It was also the first time the current “Aeroscreen” designed and created by Red Bull Advanced Technologies, Pankl and Dallara has been tested at a short oval – a track that measures under 1.5-miles in length.

The previous tests were at the 2.5-mile Indianapolis Motor Speedway on October 2 and the Barber Motorsports Park road course on October 7.

“It wasn’t a problem getting in the car today and relearning a new viewpoint,” Newgarden told NBC Sports.com at the conclusion of Tuesday’s test. “It felt like a new viewpoint. It’s still an Indy car. It still feels like an Indy car. The car does a lot of the things it did before. It required some slight tuning differences to accommodate a different center of gravity and different total weight.

“Overall, it still felt like the same Indy car I drove three weeks ago. You get used to that new viewpoint within 30 or 40 laps. It was alien at first but halfway through the day it feels like home again.”

Newgarden’s Team Penske test team along with INDYCAR officials worked on changes to getting air into the cockpit and directing the air to the right place where the driver can utilize it.

“We’ve come up with some solutions that we like,” Newgarden said. “INDYCAR and the teams will continue to fine-tune this. That is why we are doing these tests. The main goal was to figure this out and fine-tune this stuff. We have come up with a lot of good solutions to all of the little things we have talked about that we have needed so when Sebastien Bourdais goes to Sebring (on November 5), it will just be another version.

“We are already close. Because they are such small details, it feels like normal racing stuff and we will come up with solutions for that.”

Some drivers who have participated in the Aeroscreen test has said, they almost feel naked without having the halo-like structure with a clear windshield protecting them on the race car.

“Once we got through a whole IndyCar season, if you took it off, it would feel really strange,” Newgarden said. “People adapt so quickly to a change, what the car looks like. Once you give us a couple of races and a full year, it will feel like home and something we are very used to as drivers.

“It is already starting to get that way. People are feeling more comfortable with it. The field of view is almost identical to the way it was before. Your peripheral vision is identical, the way you look out the front of the cars is identical, the way you see the tires is identical.”

Individual driver preference will allow for shading of the sun and that can be accomplished with the visor strips on the helmet and the tear-offs on Aeroscreen.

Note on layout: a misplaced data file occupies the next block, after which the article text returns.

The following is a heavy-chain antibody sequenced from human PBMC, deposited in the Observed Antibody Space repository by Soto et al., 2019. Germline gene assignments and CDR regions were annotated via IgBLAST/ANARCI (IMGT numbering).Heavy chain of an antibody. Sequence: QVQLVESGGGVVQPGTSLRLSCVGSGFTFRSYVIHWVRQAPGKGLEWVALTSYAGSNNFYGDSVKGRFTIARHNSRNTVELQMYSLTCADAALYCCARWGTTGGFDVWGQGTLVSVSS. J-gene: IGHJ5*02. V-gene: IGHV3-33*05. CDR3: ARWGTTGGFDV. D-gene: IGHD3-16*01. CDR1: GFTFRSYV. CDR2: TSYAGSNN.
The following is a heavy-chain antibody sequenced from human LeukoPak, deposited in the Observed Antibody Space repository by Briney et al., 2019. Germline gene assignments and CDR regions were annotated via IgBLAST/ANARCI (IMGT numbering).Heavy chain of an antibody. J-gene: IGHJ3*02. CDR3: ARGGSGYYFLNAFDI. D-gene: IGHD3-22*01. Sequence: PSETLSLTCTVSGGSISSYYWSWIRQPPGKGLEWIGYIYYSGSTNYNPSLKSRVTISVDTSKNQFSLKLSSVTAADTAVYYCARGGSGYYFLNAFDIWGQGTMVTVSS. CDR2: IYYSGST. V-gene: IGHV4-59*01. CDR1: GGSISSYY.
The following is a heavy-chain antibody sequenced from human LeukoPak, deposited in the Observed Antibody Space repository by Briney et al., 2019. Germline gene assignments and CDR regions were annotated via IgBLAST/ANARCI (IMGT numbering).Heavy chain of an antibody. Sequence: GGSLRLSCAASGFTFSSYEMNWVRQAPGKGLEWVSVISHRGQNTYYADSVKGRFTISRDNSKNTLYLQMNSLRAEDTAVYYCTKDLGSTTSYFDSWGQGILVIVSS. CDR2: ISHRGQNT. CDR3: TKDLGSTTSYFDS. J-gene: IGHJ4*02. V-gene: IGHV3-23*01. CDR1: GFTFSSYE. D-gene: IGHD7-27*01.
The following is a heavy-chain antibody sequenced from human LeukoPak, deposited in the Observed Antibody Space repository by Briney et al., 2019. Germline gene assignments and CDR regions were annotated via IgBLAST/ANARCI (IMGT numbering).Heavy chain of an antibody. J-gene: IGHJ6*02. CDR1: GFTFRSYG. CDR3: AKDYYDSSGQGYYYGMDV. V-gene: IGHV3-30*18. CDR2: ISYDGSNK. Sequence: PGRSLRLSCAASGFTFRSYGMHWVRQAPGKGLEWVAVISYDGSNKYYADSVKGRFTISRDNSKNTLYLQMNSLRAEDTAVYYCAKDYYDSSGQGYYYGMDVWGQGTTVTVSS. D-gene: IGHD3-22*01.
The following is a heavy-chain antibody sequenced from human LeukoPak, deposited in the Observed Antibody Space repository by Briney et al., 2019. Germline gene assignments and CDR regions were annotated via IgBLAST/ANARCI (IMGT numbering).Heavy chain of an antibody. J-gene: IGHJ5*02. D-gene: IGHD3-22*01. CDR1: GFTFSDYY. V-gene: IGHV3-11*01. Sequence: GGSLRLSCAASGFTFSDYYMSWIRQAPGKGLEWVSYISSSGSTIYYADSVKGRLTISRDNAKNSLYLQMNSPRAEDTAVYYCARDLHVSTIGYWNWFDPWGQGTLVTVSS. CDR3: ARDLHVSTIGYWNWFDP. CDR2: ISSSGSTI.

Drivers will also have a bit of a quieter atmosphere inside the cockpit. The partial enclosure makes it easier to hear his radio communication and the sounds of the engine in the driver’s car. It partially blocks out the sounds of the engines in the other cars and the rush of wind traveling at high speeds that used to buffet in and around the helmet.

“It has changed the noise level slightly inside the cockpit,” Newgarden said. “For me, it wasn’t super dramatic. It’s a slight reduction in wind noise. You’re not getting the wind directly over your head as dramatically as you would before. All that external noise has just been dimmed.

“You can hear the radio a touch better, things like that. But the engine noise is still quite prominent. It’s bolted directly behind us, so you still hear quite a bit of what’s going on in the car and the engine.”

Dixon was in the car at Indianapolis on October 2 and returned on Tuesday. The Barber test on October 7 included this year’s Indianapolis 500 winner, Simon Pagenaud, in a Team Penske Chevrolet and Ryan Hunter-Reay in an Andretti Autosport Honda.

“The only differences are the openings on the front wing that creates some more airflow around the legs and body and a different inlet in the screen that was in place today,” Dixon told NBC Sports.com. “There were helmet cooling options since the Barber test because on the road course, some of the drivers were getting a little hotter.

“This project has been very in-depth. It hit the ground running very smoothly. There are some alternate options they are trying to create, especially on the street courses where we will experience hot condition. On street conditions, your depth perception changes because of how close you are to the walls, but we should get used to that.”

Two weeks ago, Team Penske driver Will Power said it takes a different style to get out of the race car because of the added height of the Aeroscreen.

That hasn’t been a problem for Dixon.

“That’s easy, man,” he said. “Just go through the hole in the top.”